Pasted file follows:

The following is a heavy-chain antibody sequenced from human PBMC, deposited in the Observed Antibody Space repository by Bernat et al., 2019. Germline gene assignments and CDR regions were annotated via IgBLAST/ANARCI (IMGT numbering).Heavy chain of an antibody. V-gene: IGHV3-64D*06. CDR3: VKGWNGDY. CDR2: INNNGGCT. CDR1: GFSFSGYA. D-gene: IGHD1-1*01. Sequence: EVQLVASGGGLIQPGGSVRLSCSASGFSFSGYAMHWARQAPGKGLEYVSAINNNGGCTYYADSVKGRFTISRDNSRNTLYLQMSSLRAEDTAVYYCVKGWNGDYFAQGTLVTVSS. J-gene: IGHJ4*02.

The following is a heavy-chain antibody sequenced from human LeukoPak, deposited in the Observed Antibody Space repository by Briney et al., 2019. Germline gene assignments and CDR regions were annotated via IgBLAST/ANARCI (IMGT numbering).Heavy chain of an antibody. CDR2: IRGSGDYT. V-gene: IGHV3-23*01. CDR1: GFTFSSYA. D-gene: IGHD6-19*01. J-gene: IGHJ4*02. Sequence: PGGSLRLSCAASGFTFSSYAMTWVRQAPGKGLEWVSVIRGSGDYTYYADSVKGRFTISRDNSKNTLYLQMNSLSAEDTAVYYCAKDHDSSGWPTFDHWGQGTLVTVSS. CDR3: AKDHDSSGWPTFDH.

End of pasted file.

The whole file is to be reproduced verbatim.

The following is a heavy-chain antibody sequenced from human PBMC, deposited in the Observed Antibody Space repository by Bernat et al., 2019. Germline gene assignments and CDR regions were annotated via IgBLAST/ANARCI (IMGT numbering).Heavy chain of an antibody. V-gene: IGHV3-64D*06. CDR3: VKGWNGDY. CDR2: INNNGGCT. CDR1: GFSFSGYA. D-gene: IGHD1-1*01. Sequence: EVQLVASGGGLIQPGGSVRLSCSASGFSFSGYAMHWARQAPGKGLEYVSAINNNGGCTYYADSVKGRFTISRDNSRNTLYLQMSSLRAEDTAVYYCVKGWNGDYFAQGTLVTVSS. J-gene: IGHJ4*02.

The following is a heavy-chain antibody sequenced from human LeukoPak, deposited in the Observed Antibody Space repository by Briney et al., 2019. Germline gene assignments and CDR regions were annotated via IgBLAST/ANARCI (IMGT numbering).Heavy chain of an antibody. CDR2: IRGSGDYT. V-gene: IGHV3-23*01. CDR1: GFTFSSYA. D-gene: IGHD6-19*01. J-gene: IGHJ4*02. Sequence: PGGSLRLSCAASGFTFSSYAMTWVRQAPGKGLEWVSVIRGSGDYTYYADSVKGRFTISRDNSKNTLYLQMNSLSAEDTAVYYCAKDHDSSGWPTFDHWGQGTLVTVSS. CDR3: AKDHDSSGWPTFDH.